Iran’s Water Crisis: A Looming Hydrological Drought and Its Impacts

Firooz Ghasemzadeh, spokesperson for Iran’s water industry, recently announced that the country continues to grapple with a severe hydrological drought. Six provinces, including Tehran, Bushehr, Qazvin, Fars, Semnan, and Chaharmahal and Bakhtiari, are currently experiencing significant water stress. Ghasemzadeh highlighted that over 80% of Iran falls within a dry climate zone, exacerbating the water scarcity issues.

Decline in Rainfall and River Flow

Ghasemzadeh pointed out a troubling 19% decline in rainfall in Tehran compared to historical averages over the past 55 years. This decline has been particularly acute over the last three consecutive wet years, contributing to a critical reduction in water resources. The flow of most rivers in Iran was nearly zero until recent months, leading to alarmingly low water levels in many of the country’s dams.

Media and Expert Warnings

On March 22, coinciding with World Water Day, Iranian media and environmental experts raised alarms about the deteriorating water situation. State-run media echoed these concerns, indicating that the water crisis is worse than ever before. Ghasemzadeh stressed that reversing the effects of three years of low rainfall would require several years of significantly increased precipitation.

The Impact of Torrential Rains

While discussing potential solutions, Ghasemzadeh noted that torrential rains, unlike steady and effective rainfall, often result in floods rather than replenishing water reserves. In areas lacking infrastructure such as dams, these downpours lead to water wastage, as the water flows away rather than being stored for future use.

Dam Water Levels and Groundwater Concerns

According to the ISNA news agency, an investigation into Iran’s water resources from September 2023 to February 2024 revealed that 33 major dams have less water than in the previous year, with reservoir volumes dropping by more than 10%. The Tasnim news agency quoted water expert Mohsen Mousavi Khansari in April, highlighting the alarming state of Iran’s groundwater. Khansari warned that various provinces continue to exploit underground water resources unsustainably.

Agricultural Water Usage

In Iran, agriculture consumes over 90% of the available water, yet the productivity of this usage is only about 35 units per thousand units of water. This inefficiency exacerbates the water crisis, as large amounts of water are lost without yielding proportional agricultural output.

Erosion, Land Subsidence, and Migration

The prolonged drought has led to significant environmental impacts, including erosion and land subsidence in many parts of the country. These issues have become more pronounced in recent years, contributing to increased inland migration. A report by the regime’s parliamentary Research Center in March 2023 indicated that from 1986 to 2016, an average of one million people migrated internally each year. However, updated statistics for the past seven years remain unpublished.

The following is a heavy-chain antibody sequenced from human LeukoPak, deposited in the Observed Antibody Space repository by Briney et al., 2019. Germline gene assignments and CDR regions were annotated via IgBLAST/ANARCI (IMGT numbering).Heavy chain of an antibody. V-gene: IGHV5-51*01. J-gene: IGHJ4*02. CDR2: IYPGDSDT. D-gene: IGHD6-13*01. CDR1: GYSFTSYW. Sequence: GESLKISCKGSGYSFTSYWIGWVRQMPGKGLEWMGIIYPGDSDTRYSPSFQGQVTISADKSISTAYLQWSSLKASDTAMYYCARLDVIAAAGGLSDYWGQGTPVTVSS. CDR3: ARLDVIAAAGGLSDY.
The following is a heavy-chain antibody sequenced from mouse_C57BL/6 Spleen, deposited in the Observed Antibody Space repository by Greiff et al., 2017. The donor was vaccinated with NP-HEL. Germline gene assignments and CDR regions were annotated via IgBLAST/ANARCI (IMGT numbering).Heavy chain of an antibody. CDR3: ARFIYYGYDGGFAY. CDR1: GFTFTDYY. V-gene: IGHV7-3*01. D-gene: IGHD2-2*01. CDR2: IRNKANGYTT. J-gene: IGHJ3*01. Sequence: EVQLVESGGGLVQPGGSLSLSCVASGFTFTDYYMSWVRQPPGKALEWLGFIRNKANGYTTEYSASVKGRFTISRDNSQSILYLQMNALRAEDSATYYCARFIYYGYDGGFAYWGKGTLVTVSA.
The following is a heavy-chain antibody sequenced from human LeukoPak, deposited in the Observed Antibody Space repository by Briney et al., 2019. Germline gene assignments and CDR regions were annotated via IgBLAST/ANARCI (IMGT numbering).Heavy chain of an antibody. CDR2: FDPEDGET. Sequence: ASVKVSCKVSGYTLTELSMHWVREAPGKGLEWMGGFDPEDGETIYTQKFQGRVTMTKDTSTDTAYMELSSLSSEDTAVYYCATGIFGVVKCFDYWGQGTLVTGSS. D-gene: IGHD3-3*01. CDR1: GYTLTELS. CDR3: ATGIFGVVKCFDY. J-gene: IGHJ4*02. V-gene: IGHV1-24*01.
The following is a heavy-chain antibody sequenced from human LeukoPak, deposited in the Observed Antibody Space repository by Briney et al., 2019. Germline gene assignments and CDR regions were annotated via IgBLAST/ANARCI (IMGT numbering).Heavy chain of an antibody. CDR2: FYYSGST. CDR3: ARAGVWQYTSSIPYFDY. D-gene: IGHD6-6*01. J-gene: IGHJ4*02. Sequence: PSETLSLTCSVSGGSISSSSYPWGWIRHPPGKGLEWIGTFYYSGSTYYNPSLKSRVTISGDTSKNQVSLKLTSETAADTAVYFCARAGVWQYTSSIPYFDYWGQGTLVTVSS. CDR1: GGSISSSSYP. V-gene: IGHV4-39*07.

Climate Risk and Global Comparisons

Iran ranks 18th on the global climate risk index, highlighting its vulnerability to climate-related disasters. However, in terms of policy and performance among 63 countries, Iran ranks last. Official statistics reveal that between 2011 and 2016, 4.3 million people migrated internally, primarily from marginal to central areas.

Regional and Global Water Tensions

Global surveys indicate that the Middle East and North Africa region, which includes Iran, faces the highest water tensions. Projections suggest that 44 countries in these regions will experience ‘very high’ or ‘high’ levels of water stress by 2040. Rapid urbanization, population growth, climate change, and economic development are all placing immense pressure on water systems.

Climate Change and Future Challenges

Over the past fifty years, Iran’s average temperature has risen by 0.4 degrees Celsius per decade, rainfall has decreased, and evaporation and transpiration rates have increased by about 4.8 mm annually. The monsoon rains of 2023, which could have alleviated some of the water stress, were largely wasted due to insufficient infrastructure, with much of the fresh water being lost to the sea or evaporation.


Iran’s water crisis is a multifaceted issue requiring immediate and sustained action. The combination of declining rainfall, inefficient water use in agriculture, and inadequate infrastructure to capture and store water highlights the urgent need for comprehensive water management strategies. Addressing these challenges is critical for the country’s environmental sustainability and social stability.

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